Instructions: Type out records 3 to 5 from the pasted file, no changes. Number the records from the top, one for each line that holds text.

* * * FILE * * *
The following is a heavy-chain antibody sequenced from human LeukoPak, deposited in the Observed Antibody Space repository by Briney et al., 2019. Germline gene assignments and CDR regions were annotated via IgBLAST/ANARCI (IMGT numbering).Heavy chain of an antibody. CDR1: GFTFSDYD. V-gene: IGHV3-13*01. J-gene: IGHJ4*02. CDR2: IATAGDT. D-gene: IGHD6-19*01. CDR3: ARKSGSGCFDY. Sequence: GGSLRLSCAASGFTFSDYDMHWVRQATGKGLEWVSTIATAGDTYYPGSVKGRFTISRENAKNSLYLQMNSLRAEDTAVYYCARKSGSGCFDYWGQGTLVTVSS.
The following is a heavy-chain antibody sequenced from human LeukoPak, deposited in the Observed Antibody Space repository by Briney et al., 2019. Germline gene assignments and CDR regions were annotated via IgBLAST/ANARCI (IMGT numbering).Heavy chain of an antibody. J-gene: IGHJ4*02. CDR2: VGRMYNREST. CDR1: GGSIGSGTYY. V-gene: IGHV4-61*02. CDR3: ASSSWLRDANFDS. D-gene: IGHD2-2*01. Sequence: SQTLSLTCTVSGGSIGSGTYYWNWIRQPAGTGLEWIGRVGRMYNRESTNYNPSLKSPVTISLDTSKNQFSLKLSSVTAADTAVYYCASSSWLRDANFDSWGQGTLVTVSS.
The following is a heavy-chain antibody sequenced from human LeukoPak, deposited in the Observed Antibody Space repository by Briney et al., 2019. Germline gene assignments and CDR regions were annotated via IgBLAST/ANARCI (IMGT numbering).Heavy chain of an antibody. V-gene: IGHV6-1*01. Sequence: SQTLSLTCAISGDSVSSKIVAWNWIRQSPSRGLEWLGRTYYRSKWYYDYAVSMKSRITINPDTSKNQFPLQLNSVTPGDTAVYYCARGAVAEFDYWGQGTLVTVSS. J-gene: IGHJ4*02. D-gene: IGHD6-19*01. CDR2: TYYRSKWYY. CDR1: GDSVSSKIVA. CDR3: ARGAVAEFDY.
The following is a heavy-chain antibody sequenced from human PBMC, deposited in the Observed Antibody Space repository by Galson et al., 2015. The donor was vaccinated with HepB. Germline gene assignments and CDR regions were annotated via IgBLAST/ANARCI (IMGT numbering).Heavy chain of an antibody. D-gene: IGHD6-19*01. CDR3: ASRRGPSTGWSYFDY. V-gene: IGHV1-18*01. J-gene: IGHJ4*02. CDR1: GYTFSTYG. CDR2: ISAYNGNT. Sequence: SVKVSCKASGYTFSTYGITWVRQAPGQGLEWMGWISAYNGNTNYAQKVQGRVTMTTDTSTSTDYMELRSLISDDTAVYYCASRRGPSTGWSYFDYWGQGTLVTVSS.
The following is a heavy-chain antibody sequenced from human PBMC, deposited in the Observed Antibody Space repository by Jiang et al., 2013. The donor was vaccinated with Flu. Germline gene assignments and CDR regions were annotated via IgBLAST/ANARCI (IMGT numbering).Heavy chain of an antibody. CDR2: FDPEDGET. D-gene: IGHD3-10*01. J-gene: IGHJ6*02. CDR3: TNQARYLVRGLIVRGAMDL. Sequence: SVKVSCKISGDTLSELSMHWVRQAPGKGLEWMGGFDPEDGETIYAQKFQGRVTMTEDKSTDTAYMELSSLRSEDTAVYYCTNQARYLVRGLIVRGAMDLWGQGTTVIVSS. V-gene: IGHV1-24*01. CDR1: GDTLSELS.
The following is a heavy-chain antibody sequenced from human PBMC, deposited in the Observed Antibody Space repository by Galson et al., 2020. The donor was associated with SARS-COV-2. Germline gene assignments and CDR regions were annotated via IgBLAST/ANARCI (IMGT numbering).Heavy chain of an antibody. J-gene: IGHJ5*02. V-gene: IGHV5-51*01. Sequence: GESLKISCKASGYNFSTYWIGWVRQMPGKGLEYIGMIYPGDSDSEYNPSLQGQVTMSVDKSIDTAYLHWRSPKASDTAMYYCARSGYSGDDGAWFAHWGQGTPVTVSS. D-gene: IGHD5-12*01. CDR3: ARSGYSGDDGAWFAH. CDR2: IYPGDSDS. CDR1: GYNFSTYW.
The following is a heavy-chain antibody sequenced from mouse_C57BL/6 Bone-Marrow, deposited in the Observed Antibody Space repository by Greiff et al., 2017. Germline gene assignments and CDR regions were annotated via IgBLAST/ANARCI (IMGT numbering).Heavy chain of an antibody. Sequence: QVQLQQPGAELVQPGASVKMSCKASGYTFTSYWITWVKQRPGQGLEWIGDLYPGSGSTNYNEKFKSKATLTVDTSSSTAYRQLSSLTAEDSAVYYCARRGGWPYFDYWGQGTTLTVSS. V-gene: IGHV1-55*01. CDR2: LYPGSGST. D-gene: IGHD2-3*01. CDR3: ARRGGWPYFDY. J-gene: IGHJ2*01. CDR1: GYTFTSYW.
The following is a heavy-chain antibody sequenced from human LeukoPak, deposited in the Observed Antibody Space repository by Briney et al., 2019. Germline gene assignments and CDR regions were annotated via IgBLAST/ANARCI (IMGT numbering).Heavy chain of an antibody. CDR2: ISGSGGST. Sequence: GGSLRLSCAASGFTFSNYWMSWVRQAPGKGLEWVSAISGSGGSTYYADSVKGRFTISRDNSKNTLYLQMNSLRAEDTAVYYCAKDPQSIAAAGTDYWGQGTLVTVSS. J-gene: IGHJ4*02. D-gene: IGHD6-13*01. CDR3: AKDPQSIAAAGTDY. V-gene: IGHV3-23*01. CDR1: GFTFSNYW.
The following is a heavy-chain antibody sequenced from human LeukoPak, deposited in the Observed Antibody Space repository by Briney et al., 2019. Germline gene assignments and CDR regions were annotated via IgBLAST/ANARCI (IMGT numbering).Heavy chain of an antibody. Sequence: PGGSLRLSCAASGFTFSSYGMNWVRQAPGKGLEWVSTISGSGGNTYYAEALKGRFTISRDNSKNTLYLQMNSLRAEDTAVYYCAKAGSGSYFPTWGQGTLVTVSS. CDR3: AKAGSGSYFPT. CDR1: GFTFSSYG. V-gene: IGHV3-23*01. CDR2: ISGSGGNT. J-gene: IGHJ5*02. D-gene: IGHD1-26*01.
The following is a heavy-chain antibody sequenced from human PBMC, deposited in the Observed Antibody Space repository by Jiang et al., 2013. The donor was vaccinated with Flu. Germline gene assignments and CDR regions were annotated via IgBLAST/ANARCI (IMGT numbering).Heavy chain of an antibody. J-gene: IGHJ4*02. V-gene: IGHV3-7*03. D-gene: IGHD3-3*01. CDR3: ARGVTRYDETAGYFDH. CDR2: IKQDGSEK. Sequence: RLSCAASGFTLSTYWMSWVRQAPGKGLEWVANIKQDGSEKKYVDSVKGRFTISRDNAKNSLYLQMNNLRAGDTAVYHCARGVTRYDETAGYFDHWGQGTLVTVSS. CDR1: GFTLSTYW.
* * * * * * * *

The following is a heavy-chain antibody sequenced from human LeukoPak, deposited in the Observed Antibody Space repository by Briney et al., 2019. Germline gene assignments and CDR regions were annotated via IgBLAST/ANARCI (IMGT numbering).Heavy chain of an antibody. V-gene: IGHV6-1*01. Sequence: SQTLSLTCAISGDSVSSKIVAWNWIRQSPSRGLEWLGRTYYRSKWYYDYAVSMKSRITINPDTSKNQFPLQLNSVTPGDTAVYYCARGAVAEFDYWGQGTLVTVSS. J-gene: IGHJ4*02. D-gene: IGHD6-19*01. CDR2: TYYRSKWYY. CDR1: GDSVSSKIVA. CDR3: ARGAVAEFDY.
The following is a heavy-chain antibody sequenced from human PBMC, deposited in the Observed Antibody Space repository by Galson et al., 2015. The donor was vaccinated with HepB. Germline gene assignments and CDR regions were annotated via IgBLAST/ANARCI (IMGT numbering).Heavy chain of an antibody. D-gene: IGHD6-19*01. CDR3: ASRRGPSTGWSYFDY. V-gene: IGHV1-18*01. J-gene: IGHJ4*02. CDR1: GYTFSTYG. CDR2: ISAYNGNT. Sequence: SVKVSCKASGYTFSTYGITWVRQAPGQGLEWMGWISAYNGNTNYAQKVQGRVTMTTDTSTSTDYMELRSLISDDTAVYYCASRRGPSTGWSYFDYWGQGTLVTVSS.
The following is a heavy-chain antibody sequenced from human PBMC, deposited in the Observed Antibody Space repository by Jiang et al., 2013. The donor was vaccinated with Flu. Germline gene assignments and CDR regions were annotated via IgBLAST/ANARCI (IMGT numbering).Heavy chain of an antibody. CDR2: FDPEDGET. D-gene: IGHD3-10*01. J-gene: IGHJ6*02. CDR3: TNQARYLVRGLIVRGAMDL. Sequence: SVKVSCKISGDTLSELSMHWVRQAPGKGLEWMGGFDPEDGETIYAQKFQGRVTMTEDKSTDTAYMELSSLRSEDTAVYYCTNQARYLVRGLIVRGAMDLWGQGTTVIVSS. V-gene: IGHV1-24*01. CDR1: GDTLSELS.